But there are other important factors. The Mafia/oligarch axis in Russia is virtually indistinguishable from the energy sector. They might get control of the sub-ocean finds – but they might not. If they didn’t – with Nicosia and Putin heavily involved – then their control over the Russian economy would be reduced. It’s likely that the top blokes applied pressure to the talks on that basis.

The Kremlin was also worried about the British naval presence on Cyprus. They seem to have seen the deal as rather like buying a low-priced house with sitting tenants already in place: it isn’t really your house until they leave. In a military dimension, that sort of thing is very important.

Finally, it is clear that Moscow doesn’t trust Anastasiadi, seeing him virtually as an enemy. Allegedly, at the outset of the discussions very little seemed to be on offer from the Cypriots, and this convinced more than one on the Russian side that Nicosia wasn’t serious: that it was using Moscow’s interest as a bargaining tool against the EC. Others in turn pointed out that the bailout amount seemed hazy (as I showed yesterday, it was worked out on the most facile of bases) and likely to pave the way for more debt until Cyprus became a money pit. On the other hand, a Cypriot source thinks the Russians were never serious either, and wished only to wind up the West.

I still find much of this hard to rationalise. It is just possible that Russia no longer sees military attack as the best way to influence events, so the Med has a lower strategic importance for them: that energy and cyberspace are better weapons. That’s what one source in Washington thinks. I’m not convinced.

The mystery of Mario Draghi the Invisible Man is more disturbing in some ways. I posted about Schäuble briefing bigtime against him the week before last, and I now think it boils down to two serious possibilities. The first is that Berlin has somehow neutralised the ECB boss, and told him to stay out of public and leave it to them. If so, he has managed very well to be AWOL during a classic Brussels-am-Berlin cock-up. But even as the ECB demanded a Nicosia decision by Monday and then demanded more money after the Moscow talks broke down, SuperMario was nowhere to be seen. That is odd.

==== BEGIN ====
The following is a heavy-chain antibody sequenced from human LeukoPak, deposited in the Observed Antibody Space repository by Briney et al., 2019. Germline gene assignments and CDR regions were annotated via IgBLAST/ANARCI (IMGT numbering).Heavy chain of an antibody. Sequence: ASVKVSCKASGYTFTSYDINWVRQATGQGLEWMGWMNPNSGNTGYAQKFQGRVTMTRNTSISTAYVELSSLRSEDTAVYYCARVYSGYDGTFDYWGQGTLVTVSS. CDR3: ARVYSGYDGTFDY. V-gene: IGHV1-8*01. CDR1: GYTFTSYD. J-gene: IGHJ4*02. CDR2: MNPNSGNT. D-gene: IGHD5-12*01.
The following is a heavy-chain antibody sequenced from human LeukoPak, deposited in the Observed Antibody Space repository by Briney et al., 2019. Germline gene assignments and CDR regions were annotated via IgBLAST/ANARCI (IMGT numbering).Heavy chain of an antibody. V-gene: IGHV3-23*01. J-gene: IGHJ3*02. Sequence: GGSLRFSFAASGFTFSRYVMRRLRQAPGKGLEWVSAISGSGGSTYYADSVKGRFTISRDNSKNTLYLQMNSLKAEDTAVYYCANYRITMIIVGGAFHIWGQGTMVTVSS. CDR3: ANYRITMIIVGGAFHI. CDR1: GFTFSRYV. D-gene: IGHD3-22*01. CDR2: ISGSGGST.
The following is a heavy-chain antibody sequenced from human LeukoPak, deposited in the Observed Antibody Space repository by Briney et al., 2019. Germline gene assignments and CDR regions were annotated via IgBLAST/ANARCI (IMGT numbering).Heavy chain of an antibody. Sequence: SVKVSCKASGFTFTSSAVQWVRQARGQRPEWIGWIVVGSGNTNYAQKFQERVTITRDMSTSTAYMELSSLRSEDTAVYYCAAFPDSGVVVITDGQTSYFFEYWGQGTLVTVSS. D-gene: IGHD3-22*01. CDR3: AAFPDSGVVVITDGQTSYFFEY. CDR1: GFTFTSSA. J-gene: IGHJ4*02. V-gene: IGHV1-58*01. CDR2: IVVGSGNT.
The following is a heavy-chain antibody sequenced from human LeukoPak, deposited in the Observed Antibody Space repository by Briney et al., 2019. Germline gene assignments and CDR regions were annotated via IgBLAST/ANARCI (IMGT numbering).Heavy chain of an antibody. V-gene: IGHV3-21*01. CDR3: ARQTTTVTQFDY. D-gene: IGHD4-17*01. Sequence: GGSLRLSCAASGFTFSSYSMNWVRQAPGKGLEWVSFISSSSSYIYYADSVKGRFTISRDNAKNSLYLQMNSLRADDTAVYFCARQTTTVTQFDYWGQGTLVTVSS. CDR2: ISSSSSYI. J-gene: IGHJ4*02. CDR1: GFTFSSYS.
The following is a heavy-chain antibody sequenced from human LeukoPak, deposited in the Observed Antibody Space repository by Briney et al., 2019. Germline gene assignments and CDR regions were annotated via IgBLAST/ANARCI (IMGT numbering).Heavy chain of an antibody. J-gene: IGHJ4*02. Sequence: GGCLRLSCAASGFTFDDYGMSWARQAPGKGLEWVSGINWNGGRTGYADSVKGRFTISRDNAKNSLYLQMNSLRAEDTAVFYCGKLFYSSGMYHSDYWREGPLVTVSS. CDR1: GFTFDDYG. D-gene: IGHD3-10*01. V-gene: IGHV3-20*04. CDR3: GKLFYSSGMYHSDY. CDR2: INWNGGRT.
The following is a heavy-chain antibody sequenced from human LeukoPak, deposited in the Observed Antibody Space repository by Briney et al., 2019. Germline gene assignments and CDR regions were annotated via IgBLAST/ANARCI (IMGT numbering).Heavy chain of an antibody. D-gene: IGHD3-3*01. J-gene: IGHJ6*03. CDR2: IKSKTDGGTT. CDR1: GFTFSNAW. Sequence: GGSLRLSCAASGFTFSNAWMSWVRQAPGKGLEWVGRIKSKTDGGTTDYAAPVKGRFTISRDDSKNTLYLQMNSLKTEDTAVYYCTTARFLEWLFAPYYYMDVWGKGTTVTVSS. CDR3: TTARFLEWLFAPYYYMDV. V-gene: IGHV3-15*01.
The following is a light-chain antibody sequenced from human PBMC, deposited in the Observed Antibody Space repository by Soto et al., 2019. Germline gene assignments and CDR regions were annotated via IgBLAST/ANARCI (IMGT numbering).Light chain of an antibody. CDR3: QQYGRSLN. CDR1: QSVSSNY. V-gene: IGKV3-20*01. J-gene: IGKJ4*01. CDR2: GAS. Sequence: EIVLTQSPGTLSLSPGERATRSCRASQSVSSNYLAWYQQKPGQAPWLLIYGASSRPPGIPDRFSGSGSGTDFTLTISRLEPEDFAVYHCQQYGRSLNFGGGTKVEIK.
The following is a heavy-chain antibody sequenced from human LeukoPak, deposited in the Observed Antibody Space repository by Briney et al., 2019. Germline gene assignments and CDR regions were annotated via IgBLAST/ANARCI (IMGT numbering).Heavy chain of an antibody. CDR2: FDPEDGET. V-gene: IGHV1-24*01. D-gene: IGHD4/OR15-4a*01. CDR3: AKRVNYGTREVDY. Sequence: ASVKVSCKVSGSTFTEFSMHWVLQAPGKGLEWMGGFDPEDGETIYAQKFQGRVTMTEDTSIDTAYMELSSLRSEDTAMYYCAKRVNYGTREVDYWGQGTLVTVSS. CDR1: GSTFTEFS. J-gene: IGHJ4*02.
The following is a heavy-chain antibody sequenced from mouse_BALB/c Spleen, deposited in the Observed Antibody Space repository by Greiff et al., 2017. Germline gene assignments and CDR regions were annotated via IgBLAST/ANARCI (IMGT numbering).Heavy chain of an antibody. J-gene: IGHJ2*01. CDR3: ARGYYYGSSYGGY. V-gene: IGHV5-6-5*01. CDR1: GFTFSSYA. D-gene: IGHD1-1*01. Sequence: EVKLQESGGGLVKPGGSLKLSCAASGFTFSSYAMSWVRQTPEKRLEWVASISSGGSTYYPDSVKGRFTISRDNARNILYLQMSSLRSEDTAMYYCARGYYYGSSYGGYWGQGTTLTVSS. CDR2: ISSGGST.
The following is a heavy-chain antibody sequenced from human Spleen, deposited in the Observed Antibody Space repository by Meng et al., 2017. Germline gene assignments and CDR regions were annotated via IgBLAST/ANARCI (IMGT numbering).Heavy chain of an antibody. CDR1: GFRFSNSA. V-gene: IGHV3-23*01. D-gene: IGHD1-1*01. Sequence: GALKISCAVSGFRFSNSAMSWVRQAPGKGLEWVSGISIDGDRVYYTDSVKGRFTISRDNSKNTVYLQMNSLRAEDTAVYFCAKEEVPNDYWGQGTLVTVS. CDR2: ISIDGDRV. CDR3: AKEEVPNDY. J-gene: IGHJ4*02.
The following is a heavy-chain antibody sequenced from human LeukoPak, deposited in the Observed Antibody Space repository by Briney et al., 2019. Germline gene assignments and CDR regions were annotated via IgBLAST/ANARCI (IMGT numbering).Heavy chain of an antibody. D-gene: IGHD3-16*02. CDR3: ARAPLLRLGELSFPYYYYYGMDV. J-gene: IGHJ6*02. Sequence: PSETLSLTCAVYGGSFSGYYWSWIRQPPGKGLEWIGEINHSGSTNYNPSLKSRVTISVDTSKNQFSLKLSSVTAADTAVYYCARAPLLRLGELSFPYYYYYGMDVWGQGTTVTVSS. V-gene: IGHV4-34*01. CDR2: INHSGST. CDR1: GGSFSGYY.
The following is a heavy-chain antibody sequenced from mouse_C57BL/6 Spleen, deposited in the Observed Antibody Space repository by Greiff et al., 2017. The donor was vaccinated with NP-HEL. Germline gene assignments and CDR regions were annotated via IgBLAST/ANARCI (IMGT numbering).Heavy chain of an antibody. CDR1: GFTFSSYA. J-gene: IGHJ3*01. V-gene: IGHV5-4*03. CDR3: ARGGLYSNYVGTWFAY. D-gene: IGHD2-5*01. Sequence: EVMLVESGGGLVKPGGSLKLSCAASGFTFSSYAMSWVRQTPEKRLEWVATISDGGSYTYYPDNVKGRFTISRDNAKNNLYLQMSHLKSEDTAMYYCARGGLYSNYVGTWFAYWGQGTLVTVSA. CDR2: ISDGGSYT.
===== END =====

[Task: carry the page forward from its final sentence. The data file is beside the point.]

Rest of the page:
The second possibility – and one I increasingly favour – is that from the outset Mario Draghi saw Cyprus as a distraction, no more: he knows that via his control over the banking purse-strings, he can bring the island to its knees any time he likes. Either he knew (or guessed) that the Berlin mentality would jackboot into the situation and use it as a test-case for (a) future events where threats are felt to be necessary and (b) setting the precedent for State theft of depositor funds under the guise of bollocks like Open Bank Recontruction (OBR) or fantasy ‘levies’. Of course, he would prefer to be away from that grubby operation, but I return to the key word here – distraction: Germany’s aim is control; Draghi’s aim is the survival of the euro, whatever it might cost. The two need not be the same, and in the long term probably won’t be.

I have heard but one rumour about what is distracting Draghi, but that’s all it is. I can however say with near-certainty he has been genuinely busy in recent weeks on the subject of eurozone exports.